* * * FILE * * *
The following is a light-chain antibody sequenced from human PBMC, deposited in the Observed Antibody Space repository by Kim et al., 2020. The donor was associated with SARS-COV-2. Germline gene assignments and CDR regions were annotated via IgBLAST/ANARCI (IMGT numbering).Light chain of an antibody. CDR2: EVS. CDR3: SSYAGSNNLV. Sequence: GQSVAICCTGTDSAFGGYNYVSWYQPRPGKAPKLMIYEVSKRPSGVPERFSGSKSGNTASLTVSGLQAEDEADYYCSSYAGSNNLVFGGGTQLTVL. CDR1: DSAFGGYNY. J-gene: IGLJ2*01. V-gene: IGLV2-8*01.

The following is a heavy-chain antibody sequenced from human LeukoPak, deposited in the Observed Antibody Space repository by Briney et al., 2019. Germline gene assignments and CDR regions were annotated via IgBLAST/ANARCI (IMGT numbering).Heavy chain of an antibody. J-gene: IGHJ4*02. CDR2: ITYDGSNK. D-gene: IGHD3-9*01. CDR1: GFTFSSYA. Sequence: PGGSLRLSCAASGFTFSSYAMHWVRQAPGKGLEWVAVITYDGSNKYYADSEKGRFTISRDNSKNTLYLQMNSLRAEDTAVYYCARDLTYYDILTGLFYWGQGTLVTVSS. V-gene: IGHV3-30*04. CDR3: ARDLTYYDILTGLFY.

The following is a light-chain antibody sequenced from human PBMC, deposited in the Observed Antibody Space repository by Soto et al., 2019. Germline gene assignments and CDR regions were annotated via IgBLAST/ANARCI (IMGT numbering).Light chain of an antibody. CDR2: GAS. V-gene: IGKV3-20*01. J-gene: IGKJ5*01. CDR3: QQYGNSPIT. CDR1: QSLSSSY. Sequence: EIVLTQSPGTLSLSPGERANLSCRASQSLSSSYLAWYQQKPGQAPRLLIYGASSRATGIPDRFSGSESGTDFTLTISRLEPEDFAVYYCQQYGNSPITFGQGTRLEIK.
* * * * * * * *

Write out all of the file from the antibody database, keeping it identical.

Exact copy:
The following is a light-chain antibody sequenced from human PBMC, deposited in the Observed Antibody Space repository by Kim et al., 2020. The donor was associated with SARS-COV-2. Germline gene assignments and CDR regions were annotated via IgBLAST/ANARCI (IMGT numbering).Light chain of an antibody. CDR2: EVS. CDR3: SSYAGSNNLV. Sequence: GQSVAICCTGTDSAFGGYNYVSWYQPRPGKAPKLMIYEVSKRPSGVPERFSGSKSGNTASLTVSGLQAEDEADYYCSSYAGSNNLVFGGGTQLTVL. CDR1: DSAFGGYNY. J-gene: IGLJ2*01. V-gene: IGLV2-8*01.

The following is a heavy-chain antibody sequenced from human LeukoPak, deposited in the Observed Antibody Space repository by Briney et al., 2019. Germline gene assignments and CDR regions were annotated via IgBLAST/ANARCI (IMGT numbering).Heavy chain of an antibody. J-gene: IGHJ4*02. CDR2: ITYDGSNK. D-gene: IGHD3-9*01. CDR1: GFTFSSYA. Sequence: PGGSLRLSCAASGFTFSSYAMHWVRQAPGKGLEWVAVITYDGSNKYYADSEKGRFTISRDNSKNTLYLQMNSLRAEDTAVYYCARDLTYYDILTGLFYWGQGTLVTVSS. V-gene: IGHV3-30*04. CDR3: ARDLTYYDILTGLFY.

The following is a light-chain antibody sequenced from human PBMC, deposited in the Observed Antibody Space repository by Soto et al., 2019. Germline gene assignments and CDR regions were annotated via IgBLAST/ANARCI (IMGT numbering).Light chain of an antibody. CDR2: GAS. V-gene: IGKV3-20*01. J-gene: IGKJ5*01. CDR3: QQYGNSPIT. CDR1: QSLSSSY. Sequence: EIVLTQSPGTLSLSPGERANLSCRASQSLSSSYLAWYQQKPGQAPRLLIYGASSRATGIPDRFSGSESGTDFTLTISRLEPEDFAVYYCQQYGNSPITFGQGTRLEIK.